Poll: McCain Leading Romney in Florida’s GOP Primary


With the Florida Republican Primary just one day away, John McCain (30 percent) is the slight Florida front-runner. Mitt Romney (27 percent) trails but is within the poll’s statistical margin of error, according to a new survey of likely Republican voters by the Political Research Center at Boston’s Suffolk University. 

Rudy Giuliani (13 percent), the front-runner for most of 2007, is now in third place ahead of Mike Huckabee (11 percent).  Lagging behind were Ron Paul (4 percent) and Alan Keyes (1 percent), while 16 percent of likely voters were undecided or refused to respond.  In addition to the high undecided number, more than a third said they were somewhat likely or very likely to change their mind before voting Tuesday.

Endorsements may be key

“The race is very fluid, and John McCain just keeps on going.  He is fighting businessman Mitt Romney’s attempt to secure Florida as another electoral acquisition,” said David Paleologos, director of the Suffolk University Political Research Center.  “The difference between winning and losing tomorrow may rest with McCain’s recent endorsements from two key statewide Republicans over the weekend:  Senator Mel Martinez and Governor Charlie Crist.”

McCain appears to have a higher percentage of committed voters.  Seventy-two percent of McCain voters said they were unlikely to change their mind before Tuesday compared with 68 percent for Romney, 66 percent for Huckabee, and 64 percent for Giuliani.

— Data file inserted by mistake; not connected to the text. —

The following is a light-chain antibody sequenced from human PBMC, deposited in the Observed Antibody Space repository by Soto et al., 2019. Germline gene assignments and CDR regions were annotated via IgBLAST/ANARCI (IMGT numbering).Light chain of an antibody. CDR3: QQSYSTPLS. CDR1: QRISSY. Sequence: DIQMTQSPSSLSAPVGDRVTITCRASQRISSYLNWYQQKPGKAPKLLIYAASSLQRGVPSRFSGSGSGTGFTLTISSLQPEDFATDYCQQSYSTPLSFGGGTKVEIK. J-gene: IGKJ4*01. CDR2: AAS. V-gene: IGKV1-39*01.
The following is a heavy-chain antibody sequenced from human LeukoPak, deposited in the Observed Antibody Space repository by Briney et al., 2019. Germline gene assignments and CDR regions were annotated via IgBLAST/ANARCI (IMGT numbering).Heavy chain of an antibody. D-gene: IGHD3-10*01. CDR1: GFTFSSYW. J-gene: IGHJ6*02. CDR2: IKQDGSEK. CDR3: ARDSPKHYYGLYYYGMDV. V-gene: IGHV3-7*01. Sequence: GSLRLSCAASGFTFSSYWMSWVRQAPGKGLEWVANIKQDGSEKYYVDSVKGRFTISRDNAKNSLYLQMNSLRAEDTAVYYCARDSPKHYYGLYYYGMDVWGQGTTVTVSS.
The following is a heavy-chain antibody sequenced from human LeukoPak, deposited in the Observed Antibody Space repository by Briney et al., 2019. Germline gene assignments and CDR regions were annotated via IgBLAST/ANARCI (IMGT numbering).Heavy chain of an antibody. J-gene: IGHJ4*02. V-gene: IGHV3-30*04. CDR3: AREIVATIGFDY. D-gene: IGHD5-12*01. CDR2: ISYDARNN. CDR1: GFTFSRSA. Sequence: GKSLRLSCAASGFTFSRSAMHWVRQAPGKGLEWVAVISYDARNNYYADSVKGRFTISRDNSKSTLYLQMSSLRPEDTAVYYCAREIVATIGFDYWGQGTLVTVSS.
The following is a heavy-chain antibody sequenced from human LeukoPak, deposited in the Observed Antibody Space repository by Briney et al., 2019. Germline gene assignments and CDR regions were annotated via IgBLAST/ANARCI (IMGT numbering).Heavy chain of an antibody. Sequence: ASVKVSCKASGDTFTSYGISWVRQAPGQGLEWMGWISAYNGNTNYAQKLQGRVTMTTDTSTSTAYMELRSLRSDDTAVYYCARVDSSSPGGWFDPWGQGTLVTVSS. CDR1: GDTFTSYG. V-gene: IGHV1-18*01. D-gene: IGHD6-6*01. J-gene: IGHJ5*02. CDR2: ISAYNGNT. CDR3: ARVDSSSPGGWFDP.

Geographically, McCain and Romney ran virtually dead even in except in the southern part of the state, home to a large Hispanic population, where McCain (37 percent) led Romney (25 percent). Women were key to McCain’s margin there.

Native Floridians gave McCain his biggest lead, compared to those transplanted from other states.  Among likely Republican voters born in Florida, McCain led Romney 33 percent-to-15 percent.

Projecting national winner

When likely voters were asked who would be the next president of the United States, regardless of whom they personally supported and including candidates of both parties, McCain topped the list with 24 percent, followed by Romney (19 percent) and Hillary Clinton (13 percent).

The Suffolk University poll also found that the economy is central to Sunshine State Republicans.  From among four listed issues, 44 percent chose the economy as the most important issue facing the country, followed by terrorism (20 percent), illegal immigration (18 percent), and the war in Iraq (13 percent).  


The Suffolk University poll was conducted from Jan. 25 to Jan. 27, 2008.  The margin of error on the statewide survey of 400 is +/- 4.90 percent at a 95 percent level of confidence.  Suffolk is scheduled to release separate bellwether analysis information on Tuesday, Jan. 29.  All respondents from the statewide survey and bellwether tracking were likely Republican voters in the Florida presidential primary on Tuesday, Jan. 29.  Marginals and 110 pages of cross-tabulation data are available on the Suffolk University Political Research Center Web site.  For more information, please contact David Paleologos, director of the Suffolk University Political Research Center, at 781-290-9310.

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